Hey guys, I'm a Eurorack amateur in need of some guidance. The title suggests the kind of atmospheres I like to create; specifically, I like big spaces with a lot subtle, dark, and varied micro-movements occurring within those spaces. Up until this point I've only used software. I love what Absynth's Aetherizer is able to do sonically and so I loosely structured my tentative rack around that sound. Any suggestions for modules would be much appreciated!

Tentative rack link: ModularGrid Rack

Hmmm...well, from experience, this is sort of sparse for what you're intending. Yes, the Phonogene and Erbeverb fit well, the MATHS is pretty much a given, and the Morphing Terrarium is right. But in order to get into the "subtle, dark, and varied micro-movement" zone really well, plus have a lot of options for change-versus-time, you're going to need quite a bit more, especially in the way of control modifiers, to get that 'varied' thing and make it stick in listeners' heads.

I would suggest two ideas here before going too much further:

1) VCV Rack. Since you're apparently accustomed to software synths, but want to head into modular hardware, this is a good (and cheap, as it's free!) place to start, because it's actually BOTH. VCV Rack is a software version of Eurorack modular synth building, although unlike MG, it doesn't have the thousands on thousands of modules to screw around with. It does, however, have a huge base of built-in and third-party modules, some of which are models of some of the very same things you'll find here on MG. It works like you'd expect: you add virtual synth modules to a virtual cab, use virtual patchcabling to set up signal paths, and the whole thing behaves much as you'd expect a Eurorack system to work. I'm quite jazzed on this application and its community of module creators, because it gives you a very clear insight into how the MUCH more expensive hardware works before you drop buttloads of ca$h on it and then find out that, hey, this doesn't do what I need! It also allows you to learn the basics of all the different layers of programming, such as audio signals, CV signals, clock/gate/trig signals and the like, plus how to make a gain structure work in a modular, which is key to making sonically-effective patches.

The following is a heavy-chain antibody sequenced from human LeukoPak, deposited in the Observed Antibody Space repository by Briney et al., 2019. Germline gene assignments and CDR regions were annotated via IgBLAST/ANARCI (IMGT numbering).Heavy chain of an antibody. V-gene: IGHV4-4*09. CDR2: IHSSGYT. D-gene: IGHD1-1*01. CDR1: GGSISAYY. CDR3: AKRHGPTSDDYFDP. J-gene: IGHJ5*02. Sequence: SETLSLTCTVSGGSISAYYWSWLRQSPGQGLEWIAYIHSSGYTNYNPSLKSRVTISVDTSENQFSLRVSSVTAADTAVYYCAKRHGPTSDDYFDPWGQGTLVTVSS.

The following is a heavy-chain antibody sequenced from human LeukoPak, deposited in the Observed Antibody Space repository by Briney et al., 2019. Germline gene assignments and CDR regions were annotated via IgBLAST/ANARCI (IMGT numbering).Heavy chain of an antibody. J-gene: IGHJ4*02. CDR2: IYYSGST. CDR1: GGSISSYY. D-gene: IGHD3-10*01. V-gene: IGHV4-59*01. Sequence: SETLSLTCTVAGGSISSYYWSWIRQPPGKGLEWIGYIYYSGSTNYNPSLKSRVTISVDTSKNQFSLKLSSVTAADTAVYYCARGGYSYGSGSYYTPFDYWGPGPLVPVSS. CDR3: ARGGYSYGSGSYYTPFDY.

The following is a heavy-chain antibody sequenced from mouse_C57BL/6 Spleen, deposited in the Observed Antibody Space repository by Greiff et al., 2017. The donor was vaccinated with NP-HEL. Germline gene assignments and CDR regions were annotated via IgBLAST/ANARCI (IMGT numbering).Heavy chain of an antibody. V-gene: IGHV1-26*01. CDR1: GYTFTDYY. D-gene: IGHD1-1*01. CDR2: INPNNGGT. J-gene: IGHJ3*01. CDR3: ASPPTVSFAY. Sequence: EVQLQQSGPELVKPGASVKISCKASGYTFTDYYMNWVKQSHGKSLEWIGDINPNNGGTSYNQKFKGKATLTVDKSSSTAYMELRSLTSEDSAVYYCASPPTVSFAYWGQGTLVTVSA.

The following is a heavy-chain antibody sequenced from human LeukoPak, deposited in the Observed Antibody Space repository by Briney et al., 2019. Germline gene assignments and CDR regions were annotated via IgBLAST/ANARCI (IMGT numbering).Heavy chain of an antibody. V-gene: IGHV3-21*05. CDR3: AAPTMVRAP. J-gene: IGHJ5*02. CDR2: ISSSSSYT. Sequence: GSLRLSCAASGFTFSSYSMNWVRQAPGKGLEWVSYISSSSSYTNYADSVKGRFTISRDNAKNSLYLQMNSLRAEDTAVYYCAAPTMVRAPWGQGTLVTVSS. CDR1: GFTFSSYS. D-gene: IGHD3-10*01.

2) A patchable synth. There's certainly reasons you see ARP 2600s and EML rigs in teaching labs, even to this day...and the biggest reason is that these synths, and others like them, let you get a feel for how signal flow works AND give you the option of working out your own patch architecture once you've figured out your way around and what (in general) sounds right to you. Now, those two synths there are spendy things; they're not made anymore, so examples are rather old AND very sought-after, so they command nosebleed-range prices. However, one synth from that early era still is around, is realtively cheap, and also makes for a good analog synthesis learning environment: the Korg MS-20, now in its 'mini' form. It, and its companion SQ-1 analog sequencer, can be had brand-new for cheap ($600-ish, max) and they offer an outstanding way to get used to synth hardware that both works in its factory configuration and which can be repatched to create different ones. The 'mini' also integrates really nicely into a computer-based environment since it offers both USB and MIDI interfacing.